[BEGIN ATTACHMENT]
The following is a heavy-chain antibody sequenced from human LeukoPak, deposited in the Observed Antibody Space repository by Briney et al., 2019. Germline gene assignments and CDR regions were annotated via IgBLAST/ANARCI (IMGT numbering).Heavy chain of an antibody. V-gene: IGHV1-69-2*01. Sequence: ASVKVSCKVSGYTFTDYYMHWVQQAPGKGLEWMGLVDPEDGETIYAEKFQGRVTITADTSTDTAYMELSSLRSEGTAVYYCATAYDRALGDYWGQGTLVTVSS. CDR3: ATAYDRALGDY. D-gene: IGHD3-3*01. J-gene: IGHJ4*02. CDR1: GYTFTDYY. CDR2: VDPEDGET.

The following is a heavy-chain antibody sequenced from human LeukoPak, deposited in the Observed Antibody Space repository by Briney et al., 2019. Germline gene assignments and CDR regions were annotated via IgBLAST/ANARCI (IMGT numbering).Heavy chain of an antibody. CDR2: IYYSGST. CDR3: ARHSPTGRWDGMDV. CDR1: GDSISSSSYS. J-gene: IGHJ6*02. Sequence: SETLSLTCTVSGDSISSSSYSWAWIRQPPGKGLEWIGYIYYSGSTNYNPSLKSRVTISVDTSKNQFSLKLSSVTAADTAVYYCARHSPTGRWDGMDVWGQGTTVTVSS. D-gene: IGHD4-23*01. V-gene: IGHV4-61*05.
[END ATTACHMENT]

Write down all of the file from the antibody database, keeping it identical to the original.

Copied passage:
The following is a heavy-chain antibody sequenced from human LeukoPak, deposited in the Observed Antibody Space repository by Briney et al., 2019. Germline gene assignments and CDR regions were annotated via IgBLAST/ANARCI (IMGT numbering).Heavy chain of an antibody. V-gene: IGHV1-69-2*01. Sequence: ASVKVSCKVSGYTFTDYYMHWVQQAPGKGLEWMGLVDPEDGETIYAEKFQGRVTITADTSTDTAYMELSSLRSEGTAVYYCATAYDRALGDYWGQGTLVTVSS. CDR3: ATAYDRALGDY. D-gene: IGHD3-3*01. J-gene: IGHJ4*02. CDR1: GYTFTDYY. CDR2: VDPEDGET.

The following is a heavy-chain antibody sequenced from human LeukoPak, deposited in the Observed Antibody Space repository by Briney et al., 2019. Germline gene assignments and CDR regions were annotated via IgBLAST/ANARCI (IMGT numbering).Heavy chain of an antibody. CDR2: IYYSGST. CDR3: ARHSPTGRWDGMDV. CDR1: GDSISSSSYS. J-gene: IGHJ6*02. Sequence: SETLSLTCTVSGDSISSSSYSWAWIRQPPGKGLEWIGYIYYSGSTNYNPSLKSRVTISVDTSKNQFSLKLSSVTAADTAVYYCARHSPTGRWDGMDVWGQGTTVTVSS. D-gene: IGHD4-23*01. V-gene: IGHV4-61*05.